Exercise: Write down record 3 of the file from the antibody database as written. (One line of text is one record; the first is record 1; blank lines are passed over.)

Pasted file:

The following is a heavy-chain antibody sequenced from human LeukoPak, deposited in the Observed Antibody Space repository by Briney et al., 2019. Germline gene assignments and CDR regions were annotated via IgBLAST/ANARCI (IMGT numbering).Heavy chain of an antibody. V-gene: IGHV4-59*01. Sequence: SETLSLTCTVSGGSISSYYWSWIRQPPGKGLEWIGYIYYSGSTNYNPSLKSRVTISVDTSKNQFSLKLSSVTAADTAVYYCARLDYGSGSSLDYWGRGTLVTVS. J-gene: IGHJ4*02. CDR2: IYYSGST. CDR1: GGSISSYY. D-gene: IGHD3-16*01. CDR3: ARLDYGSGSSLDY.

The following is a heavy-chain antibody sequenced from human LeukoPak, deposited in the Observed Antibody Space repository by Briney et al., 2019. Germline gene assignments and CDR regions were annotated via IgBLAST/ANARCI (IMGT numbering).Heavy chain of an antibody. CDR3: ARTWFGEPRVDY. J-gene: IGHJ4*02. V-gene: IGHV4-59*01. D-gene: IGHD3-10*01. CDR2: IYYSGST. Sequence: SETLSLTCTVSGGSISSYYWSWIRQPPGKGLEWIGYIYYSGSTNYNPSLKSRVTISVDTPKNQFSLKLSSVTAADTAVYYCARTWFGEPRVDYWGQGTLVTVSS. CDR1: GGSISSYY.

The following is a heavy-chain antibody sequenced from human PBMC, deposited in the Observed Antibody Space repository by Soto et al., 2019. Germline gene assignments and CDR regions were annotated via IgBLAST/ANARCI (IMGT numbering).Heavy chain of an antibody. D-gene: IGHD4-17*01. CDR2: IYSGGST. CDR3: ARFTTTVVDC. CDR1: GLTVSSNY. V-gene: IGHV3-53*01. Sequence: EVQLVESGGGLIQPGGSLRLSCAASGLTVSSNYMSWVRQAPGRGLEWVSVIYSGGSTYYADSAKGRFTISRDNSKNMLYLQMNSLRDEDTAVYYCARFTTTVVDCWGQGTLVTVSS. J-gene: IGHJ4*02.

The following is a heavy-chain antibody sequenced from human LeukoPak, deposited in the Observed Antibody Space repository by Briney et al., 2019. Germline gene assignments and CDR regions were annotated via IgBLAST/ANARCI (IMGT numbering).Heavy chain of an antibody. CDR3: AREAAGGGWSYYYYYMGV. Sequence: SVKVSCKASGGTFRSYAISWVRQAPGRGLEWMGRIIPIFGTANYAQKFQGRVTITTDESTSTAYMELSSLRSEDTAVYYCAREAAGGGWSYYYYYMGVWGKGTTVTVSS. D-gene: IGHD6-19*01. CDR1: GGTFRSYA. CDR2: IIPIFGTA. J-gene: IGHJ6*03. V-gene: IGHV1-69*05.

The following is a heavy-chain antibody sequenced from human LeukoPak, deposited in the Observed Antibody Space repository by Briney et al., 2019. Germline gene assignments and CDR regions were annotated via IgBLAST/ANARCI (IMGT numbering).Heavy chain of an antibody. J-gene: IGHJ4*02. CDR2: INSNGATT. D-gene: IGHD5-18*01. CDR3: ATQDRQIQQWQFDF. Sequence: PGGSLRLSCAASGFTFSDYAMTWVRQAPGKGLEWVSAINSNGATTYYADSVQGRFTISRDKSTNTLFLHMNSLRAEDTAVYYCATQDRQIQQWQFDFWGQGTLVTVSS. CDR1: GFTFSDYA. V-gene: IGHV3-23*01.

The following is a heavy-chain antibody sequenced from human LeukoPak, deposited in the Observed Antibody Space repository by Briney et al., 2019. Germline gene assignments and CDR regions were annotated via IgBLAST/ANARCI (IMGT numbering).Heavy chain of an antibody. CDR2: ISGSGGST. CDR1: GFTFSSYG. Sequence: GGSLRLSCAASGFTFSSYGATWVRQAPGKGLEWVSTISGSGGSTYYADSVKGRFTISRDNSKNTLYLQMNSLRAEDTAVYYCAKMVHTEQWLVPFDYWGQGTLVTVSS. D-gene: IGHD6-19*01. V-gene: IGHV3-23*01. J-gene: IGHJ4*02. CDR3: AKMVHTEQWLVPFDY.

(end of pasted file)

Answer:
The following is a heavy-chain antibody sequenced from human PBMC, deposited in the Observed Antibody Space repository by Soto et al., 2019. Germline gene assignments and CDR regions were annotated via IgBLAST/ANARCI (IMGT numbering).Heavy chain of an antibody. D-gene: IGHD4-17*01. CDR2: IYSGGST. CDR3: ARFTTTVVDC. CDR1: GLTVSSNY. V-gene: IGHV3-53*01. Sequence: EVQLVESGGGLIQPGGSLRLSCAASGLTVSSNYMSWVRQAPGRGLEWVSVIYSGGSTYYADSAKGRFTISRDNSKNMLYLQMNSLRDEDTAVYYCARFTTTVVDCWGQGTLVTVSS. J-gene: IGHJ4*02.